Table 2. Types of Nanotechnology Products Approved on the Market/ in Clinical Trials. (This list is not exhaustive. Please refer to [4, 19, 30] )

Polymeric self-assemblies

Polymeric self-assemblies have been widely investigated since the early 1990s as promising delivery systems for hydrophobic drugs [20]. They are formed spontaneously by amphiphilic polymers which consist of hydrophobic and hydrophilic segments. In aqueous environments, a hydrophobic core is formed spontaneously upon aggregation of the hydrophobic moieties while the hydrophilic segments will remain in contact with the aqueous environment (Fig 2). Hydrophobic drugs are encapsulated in the core via hydrophobic interactions and thus solubilization increases in aqueous environments [21]. The most common type of self-assemblies formed by amphiphilic polymers are polymeric micelles [20, 21], although they have also been reported to form a wide range of nano-structures such as vesicles and nanoparticles [22]. Amphiphilic polymers can be fabricated from diverse architectures, such as block copolymers (the most common type) [23, 24], hydrophobically modified polymers [25, 26], star shaped polymers [27] and dendrimers [28]. Unlike micelles formed by traditional surfactants, the polymeric micelles typically have significantly lower critical micellar concentration (CMC) (1x10-6M) compared to traditional micelles. As a result, they do not lose their payload upon dilution in vivo. This unique characteristic has been utilized for delivering a wide range of hydrophobic drugs such as paclitaxel, propofol, doxorubicin, etoposide and camptothecin via intravenous administration. Recently,these structures have also shown to increase oral absorption of class II drugs in vivo [26]. To date, a number of polymeric micelles have entered clinical trials (Table 2), although none have reached the clinic yet due to the relative young age of this technology. However, this technology is thought to advance further with the promising preclinical and clinical data demonstrated to date.

Drug targeting and Controlled Drug release Capabilities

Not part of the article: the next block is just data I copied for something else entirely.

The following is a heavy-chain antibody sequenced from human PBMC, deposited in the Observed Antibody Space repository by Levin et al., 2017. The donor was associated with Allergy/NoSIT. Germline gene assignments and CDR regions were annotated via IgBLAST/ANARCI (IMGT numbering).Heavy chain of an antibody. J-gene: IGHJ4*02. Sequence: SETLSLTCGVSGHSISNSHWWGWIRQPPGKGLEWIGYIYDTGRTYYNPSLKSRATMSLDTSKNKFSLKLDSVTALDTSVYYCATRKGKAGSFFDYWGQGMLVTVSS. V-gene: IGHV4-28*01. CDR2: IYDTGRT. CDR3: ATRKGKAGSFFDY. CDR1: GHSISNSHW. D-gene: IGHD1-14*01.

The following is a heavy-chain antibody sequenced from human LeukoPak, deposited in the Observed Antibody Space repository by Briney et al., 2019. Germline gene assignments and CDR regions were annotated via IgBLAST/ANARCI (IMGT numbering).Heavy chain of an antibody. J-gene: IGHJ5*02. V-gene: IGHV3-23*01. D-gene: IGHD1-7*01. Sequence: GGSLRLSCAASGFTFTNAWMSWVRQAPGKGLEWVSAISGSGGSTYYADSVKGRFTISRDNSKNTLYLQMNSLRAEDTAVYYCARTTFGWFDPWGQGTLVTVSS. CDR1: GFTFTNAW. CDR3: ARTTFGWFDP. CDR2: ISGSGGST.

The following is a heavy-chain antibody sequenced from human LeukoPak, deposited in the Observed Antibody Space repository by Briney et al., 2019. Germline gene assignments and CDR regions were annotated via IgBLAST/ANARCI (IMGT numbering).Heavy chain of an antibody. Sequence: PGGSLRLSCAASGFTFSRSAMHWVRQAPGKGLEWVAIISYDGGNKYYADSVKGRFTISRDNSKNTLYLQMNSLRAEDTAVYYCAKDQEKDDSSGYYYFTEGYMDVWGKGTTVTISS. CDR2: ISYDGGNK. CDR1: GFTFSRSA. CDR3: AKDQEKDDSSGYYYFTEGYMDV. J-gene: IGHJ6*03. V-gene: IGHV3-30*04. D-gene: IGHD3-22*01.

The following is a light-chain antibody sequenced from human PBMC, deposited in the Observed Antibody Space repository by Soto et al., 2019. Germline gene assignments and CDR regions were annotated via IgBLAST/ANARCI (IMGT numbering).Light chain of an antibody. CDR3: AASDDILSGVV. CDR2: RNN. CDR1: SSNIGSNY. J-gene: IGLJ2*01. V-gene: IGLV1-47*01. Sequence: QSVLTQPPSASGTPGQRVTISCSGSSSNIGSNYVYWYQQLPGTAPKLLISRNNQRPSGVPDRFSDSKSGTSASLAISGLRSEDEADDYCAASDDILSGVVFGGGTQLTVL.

Unlike conventional excipients which generally only enhance the solubilization of hydrophobic drugs, the use of nano-carriers has additional benefits of achieving site specific delivery especially for cancer therapy. This capability is demonstrated by intravenous administration of liposomes and polymeric micelles, where patients typically experience lower side effects compared to conventional formulations [29, 30]. The reason being the nano-size of these carriers allow them to passively target tumors through the phenomenon known as the enhanced permeability and retention effect (EPR). The blood vessels supplying the blood to cancerous tissue are leaky and disorganized. The tumor tissues also experience poor lymphatic drainage. Nano-structures (<120nm) are capable of entering the highly permeable blood capillaries which supply the rapidly growing tumors [29]. This however does not occur in normal tissue as the blood vessels are well formed and non-porous. Once inside the capillaries, they accumulate and are retained in the tumor as a result of the poor lymphatic drainage. Additionally, the versatility of nano-carriers enables the attachment of ligands for targeted delivery, either for cancer therapy [31] or oral delivery to promote uptake by intestinal cells [32]. Newer generations of these nano-carriers have been designed to precisely control the release of the drugs based on stimuli release mechanism. A range of external and internal stimuli such as temperature, magnetic, pH, reduced environment have been utilized to control the release of drugs demonstrating the versatility of these nanocarriers [33].